Medical Device Software Development has evolved significantly since medical devices have gone online. Gone are the days of being able to test a piece of software on hardware in isolation. Software changes are needed quickly and business needs shift rapidly. Here are five areas to look out for to determine if your medical device software will support your business needs or if it needs help.
Testing is key to achieving confidence in released software. Automation is key to agility.
Automated testing should include system, integration and unit tests. Unit testing should be emphasized because it is the only way to comprehensively cover the nooks and crannies of the code where bugs tend to hide.
Code that is not initially developed with good unit test coverage will not be inherently designed for testability. This is especially true with respect to decoupling. Unit testing early helps code be designed properly for testability. An absence of unit testing and a lack of designing for testability represents significant technical debt, which can be expensive and time-consuming to fix. By designing for testability from the beginning, we can deliver agility and continuous confidence in the code.
In the late 1990’s, website developers recognized the need for speed and agility. New features could be deployed to the world in a moment’s notice if this could be done reliably. As a result, the need for automated testing became apparent. Until recent years, it was presumed by most that medical devices should be developed with a waterfall approach. One of the early pioneers of incorporating Agile software methodologies into medical device software development was Kelly Weyrauch, co-author of TIR45. Kelly provides an exceptional overview of this in the SOAR™ (Software Online Agile Regulatory) Training.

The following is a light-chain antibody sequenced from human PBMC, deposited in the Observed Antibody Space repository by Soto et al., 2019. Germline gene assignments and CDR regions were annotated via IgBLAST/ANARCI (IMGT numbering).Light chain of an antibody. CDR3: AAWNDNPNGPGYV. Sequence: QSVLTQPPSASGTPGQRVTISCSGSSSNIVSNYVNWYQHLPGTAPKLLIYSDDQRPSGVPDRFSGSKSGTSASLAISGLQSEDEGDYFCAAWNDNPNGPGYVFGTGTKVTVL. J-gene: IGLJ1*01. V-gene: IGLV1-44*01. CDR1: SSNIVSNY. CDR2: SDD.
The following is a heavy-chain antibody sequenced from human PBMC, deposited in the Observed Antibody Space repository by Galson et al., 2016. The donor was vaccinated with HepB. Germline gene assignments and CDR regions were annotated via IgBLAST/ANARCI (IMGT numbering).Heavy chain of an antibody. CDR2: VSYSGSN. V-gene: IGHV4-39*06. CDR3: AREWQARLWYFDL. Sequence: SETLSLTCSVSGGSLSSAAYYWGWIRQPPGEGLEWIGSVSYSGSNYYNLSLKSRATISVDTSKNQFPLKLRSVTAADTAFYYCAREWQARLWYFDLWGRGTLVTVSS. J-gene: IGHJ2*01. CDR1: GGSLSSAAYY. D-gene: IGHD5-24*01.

This happens when code is written and monolithic objects are created that are not properly decomposed. Coupling is well known in the industry and is what occurs when software has not been decomposed cleanly. The best visual here would be that too much coupling in the code base is the equivalent to gum in your hair. Once there is lack of separation, everything is just stuck together. At this point, code becomes hard instead of loose and therefore, ossified. When you are doing agile software development, you want your code to be malleable to change. By doing so, your code is able to respond to unexpected requirements easily and without a lot of effort. When you have hard, ossified, coupled code, you are not able to respond to surprises and adapt. Essentially, agile software engineering is about trying to write your code in an adaptable way so it is soft and malleable and not hard and ossified. Sometimes, we inherit legacy code that was not developed using agile engineering techniques. There are processes to fix legacy code and clean it up and detangled it. You can do that as you introduce automated tests as well. At BeanStock Ventures, we have undertaken projects like this and we are comfortable doing so. However, fixing technical debt can take a lot of effort, so avoiding it in the first place is the less expensive approach.
Medical device typically has external dependencies on hardware and firmware but often lacks emulation. At BeanStock Ventures, when we develop software, we emulate our external dependencies such as hardware, databases, and network services. Emulation allows us to operate in a pure lightweight software space so we are able to move quickly. One of the most typical scenarios we encounter in our consulting is where the software development teams are blocked from having access to the physical device or instrument. The can happen for a variety of reasons throughout a program and necessitates that the software development needs to be done onsite in order to have access to the physical device. By having emulation, that dependence and delays in the schedule can be avoided.